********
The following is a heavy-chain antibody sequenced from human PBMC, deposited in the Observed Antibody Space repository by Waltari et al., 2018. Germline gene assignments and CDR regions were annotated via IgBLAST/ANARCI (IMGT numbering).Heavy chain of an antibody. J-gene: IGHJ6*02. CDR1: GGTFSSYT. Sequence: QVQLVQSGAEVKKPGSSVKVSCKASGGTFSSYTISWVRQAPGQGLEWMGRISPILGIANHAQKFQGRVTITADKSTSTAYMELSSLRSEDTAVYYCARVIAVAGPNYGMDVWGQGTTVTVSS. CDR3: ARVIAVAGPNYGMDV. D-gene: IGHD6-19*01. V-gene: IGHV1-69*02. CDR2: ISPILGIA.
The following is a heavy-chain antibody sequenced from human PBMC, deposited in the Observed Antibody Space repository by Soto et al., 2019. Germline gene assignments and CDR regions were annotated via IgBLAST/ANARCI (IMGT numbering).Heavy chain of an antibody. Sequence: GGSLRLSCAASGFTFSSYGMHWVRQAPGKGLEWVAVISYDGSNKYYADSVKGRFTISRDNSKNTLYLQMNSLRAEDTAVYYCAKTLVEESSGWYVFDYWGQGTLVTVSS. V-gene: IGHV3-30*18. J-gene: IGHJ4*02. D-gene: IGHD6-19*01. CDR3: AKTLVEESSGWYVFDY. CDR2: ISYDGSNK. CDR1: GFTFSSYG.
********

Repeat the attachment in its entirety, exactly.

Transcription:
The following is a heavy-chain antibody sequenced from human PBMC, deposited in the Observed Antibody Space repository by Waltari et al., 2018. Germline gene assignments and CDR regions were annotated via IgBLAST/ANARCI (IMGT numbering).Heavy chain of an antibody. J-gene: IGHJ6*02. CDR1: GGTFSSYT. Sequence: QVQLVQSGAEVKKPGSSVKVSCKASGGTFSSYTISWVRQAPGQGLEWMGRISPILGIANHAQKFQGRVTITADKSTSTAYMELSSLRSEDTAVYYCARVIAVAGPNYGMDVWGQGTTVTVSS. CDR3: ARVIAVAGPNYGMDV. D-gene: IGHD6-19*01. V-gene: IGHV1-69*02. CDR2: ISPILGIA.
The following is a heavy-chain antibody sequenced from human PBMC, deposited in the Observed Antibody Space repository by Soto et al., 2019. Germline gene assignments and CDR regions were annotated via IgBLAST/ANARCI (IMGT numbering).Heavy chain of an antibody. Sequence: GGSLRLSCAASGFTFSSYGMHWVRQAPGKGLEWVAVISYDGSNKYYADSVKGRFTISRDNSKNTLYLQMNSLRAEDTAVYYCAKTLVEESSGWYVFDYWGQGTLVTVSS. V-gene: IGHV3-30*18. J-gene: IGHJ4*02. D-gene: IGHD6-19*01. CDR3: AKTLVEESSGWYVFDY. CDR2: ISYDGSNK. CDR1: GFTFSSYG.